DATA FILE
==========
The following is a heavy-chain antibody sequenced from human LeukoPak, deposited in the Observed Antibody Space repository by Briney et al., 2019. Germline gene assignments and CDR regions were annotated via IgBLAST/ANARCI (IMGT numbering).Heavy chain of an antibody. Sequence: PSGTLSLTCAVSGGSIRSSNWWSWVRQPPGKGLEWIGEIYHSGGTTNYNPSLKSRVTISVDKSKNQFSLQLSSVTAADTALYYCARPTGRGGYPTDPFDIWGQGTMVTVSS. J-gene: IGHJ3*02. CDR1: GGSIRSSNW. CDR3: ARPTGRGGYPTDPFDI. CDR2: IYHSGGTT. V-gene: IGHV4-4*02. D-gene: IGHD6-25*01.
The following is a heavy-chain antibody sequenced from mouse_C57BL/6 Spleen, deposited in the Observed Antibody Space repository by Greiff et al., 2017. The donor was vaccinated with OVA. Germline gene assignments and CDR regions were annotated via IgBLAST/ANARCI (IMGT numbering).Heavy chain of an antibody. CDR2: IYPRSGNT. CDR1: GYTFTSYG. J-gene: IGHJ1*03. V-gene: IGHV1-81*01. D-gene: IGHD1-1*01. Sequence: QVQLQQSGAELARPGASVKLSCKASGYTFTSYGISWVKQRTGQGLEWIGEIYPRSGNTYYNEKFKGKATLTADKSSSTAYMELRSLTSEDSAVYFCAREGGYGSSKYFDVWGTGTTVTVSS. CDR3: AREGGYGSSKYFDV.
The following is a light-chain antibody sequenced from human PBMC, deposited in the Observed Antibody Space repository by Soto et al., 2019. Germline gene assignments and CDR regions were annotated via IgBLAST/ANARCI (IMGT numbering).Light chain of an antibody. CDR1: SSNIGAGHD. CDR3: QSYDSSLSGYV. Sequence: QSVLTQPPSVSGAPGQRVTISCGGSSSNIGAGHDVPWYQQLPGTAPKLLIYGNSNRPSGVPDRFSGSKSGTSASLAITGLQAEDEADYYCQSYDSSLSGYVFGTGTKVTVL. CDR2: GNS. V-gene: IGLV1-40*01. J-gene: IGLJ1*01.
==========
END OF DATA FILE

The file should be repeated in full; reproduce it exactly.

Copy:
The following is a heavy-chain antibody sequenced from human LeukoPak, deposited in the Observed Antibody Space repository by Briney et al., 2019. Germline gene assignments and CDR regions were annotated via IgBLAST/ANARCI (IMGT numbering).Heavy chain of an antibody. Sequence: PSGTLSLTCAVSGGSIRSSNWWSWVRQPPGKGLEWIGEIYHSGGTTNYNPSLKSRVTISVDKSKNQFSLQLSSVTAADTALYYCARPTGRGGYPTDPFDIWGQGTMVTVSS. J-gene: IGHJ3*02. CDR1: GGSIRSSNW. CDR3: ARPTGRGGYPTDPFDI. CDR2: IYHSGGTT. V-gene: IGHV4-4*02. D-gene: IGHD6-25*01.
The following is a heavy-chain antibody sequenced from mouse_C57BL/6 Spleen, deposited in the Observed Antibody Space repository by Greiff et al., 2017. The donor was vaccinated with OVA. Germline gene assignments and CDR regions were annotated via IgBLAST/ANARCI (IMGT numbering).Heavy chain of an antibody. CDR2: IYPRSGNT. CDR1: GYTFTSYG. J-gene: IGHJ1*03. V-gene: IGHV1-81*01. D-gene: IGHD1-1*01. Sequence: QVQLQQSGAELARPGASVKLSCKASGYTFTSYGISWVKQRTGQGLEWIGEIYPRSGNTYYNEKFKGKATLTADKSSSTAYMELRSLTSEDSAVYFCAREGGYGSSKYFDVWGTGTTVTVSS. CDR3: AREGGYGSSKYFDV.
The following is a light-chain antibody sequenced from human PBMC, deposited in the Observed Antibody Space repository by Soto et al., 2019. Germline gene assignments and CDR regions were annotated via IgBLAST/ANARCI (IMGT numbering).Light chain of an antibody. CDR1: SSNIGAGHD. CDR3: QSYDSSLSGYV. Sequence: QSVLTQPPSVSGAPGQRVTISCGGSSSNIGAGHDVPWYQQLPGTAPKLLIYGNSNRPSGVPDRFSGSKSGTSASLAITGLQAEDEADYYCQSYDSSLSGYVFGTGTKVTVL. CDR2: GNS. V-gene: IGLV1-40*01. J-gene: IGLJ1*01.